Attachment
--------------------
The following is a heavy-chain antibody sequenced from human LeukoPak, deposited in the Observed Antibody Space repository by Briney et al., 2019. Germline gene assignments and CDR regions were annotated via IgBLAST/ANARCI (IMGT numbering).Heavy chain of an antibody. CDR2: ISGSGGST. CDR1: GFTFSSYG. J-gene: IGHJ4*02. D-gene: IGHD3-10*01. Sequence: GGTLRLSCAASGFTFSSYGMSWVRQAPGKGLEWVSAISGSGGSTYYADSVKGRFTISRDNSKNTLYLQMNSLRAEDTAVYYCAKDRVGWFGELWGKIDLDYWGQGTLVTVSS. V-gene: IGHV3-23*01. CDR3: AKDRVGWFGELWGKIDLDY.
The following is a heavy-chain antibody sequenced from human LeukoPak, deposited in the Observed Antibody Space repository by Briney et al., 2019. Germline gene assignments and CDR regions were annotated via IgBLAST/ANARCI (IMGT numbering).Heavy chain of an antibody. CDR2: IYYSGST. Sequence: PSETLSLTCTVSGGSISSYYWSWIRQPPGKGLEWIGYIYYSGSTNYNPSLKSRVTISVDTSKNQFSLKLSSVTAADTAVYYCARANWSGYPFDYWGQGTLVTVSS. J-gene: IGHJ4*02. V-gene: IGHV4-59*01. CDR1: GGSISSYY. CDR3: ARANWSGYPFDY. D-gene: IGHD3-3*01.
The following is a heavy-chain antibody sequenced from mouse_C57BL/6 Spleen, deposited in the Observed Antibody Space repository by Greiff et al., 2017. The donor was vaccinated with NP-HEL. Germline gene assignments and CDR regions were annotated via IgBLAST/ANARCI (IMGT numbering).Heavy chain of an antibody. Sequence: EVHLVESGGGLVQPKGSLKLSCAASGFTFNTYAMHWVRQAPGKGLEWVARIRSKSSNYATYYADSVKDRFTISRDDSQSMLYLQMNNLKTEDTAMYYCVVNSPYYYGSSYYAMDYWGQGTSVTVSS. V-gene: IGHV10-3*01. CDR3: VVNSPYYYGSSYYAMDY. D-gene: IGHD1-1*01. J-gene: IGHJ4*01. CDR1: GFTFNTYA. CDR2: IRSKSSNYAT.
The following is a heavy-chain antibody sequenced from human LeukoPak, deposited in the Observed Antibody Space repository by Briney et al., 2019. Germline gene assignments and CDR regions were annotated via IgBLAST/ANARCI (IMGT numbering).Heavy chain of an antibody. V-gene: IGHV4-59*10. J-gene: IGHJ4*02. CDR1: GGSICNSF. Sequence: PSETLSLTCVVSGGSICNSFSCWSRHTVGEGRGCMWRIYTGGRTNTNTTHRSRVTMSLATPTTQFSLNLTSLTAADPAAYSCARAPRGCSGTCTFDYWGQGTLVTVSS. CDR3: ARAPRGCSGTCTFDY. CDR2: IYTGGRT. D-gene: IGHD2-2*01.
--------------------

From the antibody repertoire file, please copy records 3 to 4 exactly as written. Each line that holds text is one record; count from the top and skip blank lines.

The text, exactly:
The following is a heavy-chain antibody sequenced from mouse_C57BL/6 Spleen, deposited in the Observed Antibody Space repository by Greiff et al., 2017. The donor was vaccinated with NP-HEL. Germline gene assignments and CDR regions were annotated via IgBLAST/ANARCI (IMGT numbering).Heavy chain of an antibody. Sequence: EVHLVESGGGLVQPKGSLKLSCAASGFTFNTYAMHWVRQAPGKGLEWVARIRSKSSNYATYYADSVKDRFTISRDDSQSMLYLQMNNLKTEDTAMYYCVVNSPYYYGSSYYAMDYWGQGTSVTVSS. V-gene: IGHV10-3*01. CDR3: VVNSPYYYGSSYYAMDY. D-gene: IGHD1-1*01. J-gene: IGHJ4*01. CDR1: GFTFNTYA. CDR2: IRSKSSNYAT.
The following is a heavy-chain antibody sequenced from human LeukoPak, deposited in the Observed Antibody Space repository by Briney et al., 2019. Germline gene assignments and CDR regions were annotated via IgBLAST/ANARCI (IMGT numbering).Heavy chain of an antibody. V-gene: IGHV4-59*10. J-gene: IGHJ4*02. CDR1: GGSICNSF. Sequence: PSETLSLTCVVSGGSICNSFSCWSRHTVGEGRGCMWRIYTGGRTNTNTTHRSRVTMSLATPTTQFSLNLTSLTAADPAAYSCARAPRGCSGTCTFDYWGQGTLVTVSS. CDR3: ARAPRGCSGTCTFDY. CDR2: IYTGGRT. D-gene: IGHD2-2*01.